I get asked this all the time, and whilst no 2 CV’s are exactly the same (nor should they be) there are some essential basic elements to all CV’s which work Every. Single. Time.
Whilst this list may seem short, sweet and a little frank, it will get you results!
So here are my 3 essential basics to making your CV standout:
1. Make it look good.
That old saying, don’t judge a book by it’s cover? It does not apply here unfortunately. Hiring managers judge your document on a lot of things and the actual content is just one of them. Make sure your formatting, structure, fonts (2 max), spacing, bullet point alignment, use of full stops, spelling, and consistency are all considered. Getting someone to review your CV makes a huge difference here.
2. Show your essential information CLEARLY.
This includes your name, contact details, dates of employment (month, year to and from, always most recent first) and education (year to and from, name of institution, grade, title).
There is a lot of debate about the importance of all of your job roles and all of your qualifications, grades being included. Ultimately these opinions are as subjective as the person or robot who is reviewing your application. It is subjective, because it is entirely dependant on their conscious, unconscious or programmed criteria on what makes a good CV or not. This is further influenced or managed by the criteria of the organisation.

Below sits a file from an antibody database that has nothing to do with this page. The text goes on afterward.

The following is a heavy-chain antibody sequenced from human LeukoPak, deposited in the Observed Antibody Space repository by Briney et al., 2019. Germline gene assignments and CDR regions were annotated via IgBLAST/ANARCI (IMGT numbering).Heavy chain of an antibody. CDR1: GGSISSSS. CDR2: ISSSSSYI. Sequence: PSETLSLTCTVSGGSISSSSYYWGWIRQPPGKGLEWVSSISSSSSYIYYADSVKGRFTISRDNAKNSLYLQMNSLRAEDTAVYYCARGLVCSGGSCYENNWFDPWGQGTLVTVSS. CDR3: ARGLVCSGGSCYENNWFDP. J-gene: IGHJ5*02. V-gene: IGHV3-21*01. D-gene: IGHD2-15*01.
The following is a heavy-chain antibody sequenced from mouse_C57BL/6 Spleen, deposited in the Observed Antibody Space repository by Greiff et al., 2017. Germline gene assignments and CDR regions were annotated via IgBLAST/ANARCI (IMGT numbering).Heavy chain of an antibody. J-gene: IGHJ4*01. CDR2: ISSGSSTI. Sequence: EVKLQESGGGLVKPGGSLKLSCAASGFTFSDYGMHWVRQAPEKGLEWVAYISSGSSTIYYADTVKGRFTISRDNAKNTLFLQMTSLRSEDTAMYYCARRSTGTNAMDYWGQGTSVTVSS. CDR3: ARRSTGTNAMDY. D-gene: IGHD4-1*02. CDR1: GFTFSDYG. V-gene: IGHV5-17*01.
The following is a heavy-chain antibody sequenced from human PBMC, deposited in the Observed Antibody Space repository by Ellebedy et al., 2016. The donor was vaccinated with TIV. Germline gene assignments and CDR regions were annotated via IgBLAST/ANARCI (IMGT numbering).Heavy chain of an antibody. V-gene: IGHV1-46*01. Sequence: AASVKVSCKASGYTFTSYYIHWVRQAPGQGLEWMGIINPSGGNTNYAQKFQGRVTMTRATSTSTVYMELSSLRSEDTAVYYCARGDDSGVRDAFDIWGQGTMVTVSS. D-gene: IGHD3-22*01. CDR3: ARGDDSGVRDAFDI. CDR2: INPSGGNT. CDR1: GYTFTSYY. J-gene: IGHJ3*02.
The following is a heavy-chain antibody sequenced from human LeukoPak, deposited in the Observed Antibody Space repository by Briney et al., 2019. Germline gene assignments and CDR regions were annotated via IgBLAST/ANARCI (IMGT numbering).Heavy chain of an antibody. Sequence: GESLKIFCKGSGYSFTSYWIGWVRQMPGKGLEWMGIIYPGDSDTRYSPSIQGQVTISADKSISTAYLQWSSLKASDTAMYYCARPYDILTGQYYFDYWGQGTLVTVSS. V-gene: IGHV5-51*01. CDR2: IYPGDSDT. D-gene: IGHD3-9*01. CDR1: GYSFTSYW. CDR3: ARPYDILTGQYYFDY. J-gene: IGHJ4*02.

Think about it this way, missing information, such as grades or employment gaps lends to assumptions. For example, if you have not provided your grades, it possibly means you failed. So do yourself a favour and provide as clear a story as possible. Remember the person or robot reviewing your CV literally does not know you. So if all they have to go by is your CV, make it as clear and full as possible.
3. Display your responsibilities AND your achievements.
There is a huge difference between what you do and describing HOW you do it. Really think about this, if both you and your colleague in exactly the same job applied to the same role, then your achievements are what makes your stand out! This might include sales figures, feedback, examples of things that went well. Any tangible examples, KPI’s or specific numbers are particularly helpful in your achievements section.
Remember, your CV will change and evolve as you do. It helps to keep a running record of your entire career history. I also recommend having a second version which get’s tailored to each role you apply to. This way you always have a master copy to remember what you have achieved, as well as how far you have come.
Get the basics right and the rest will come.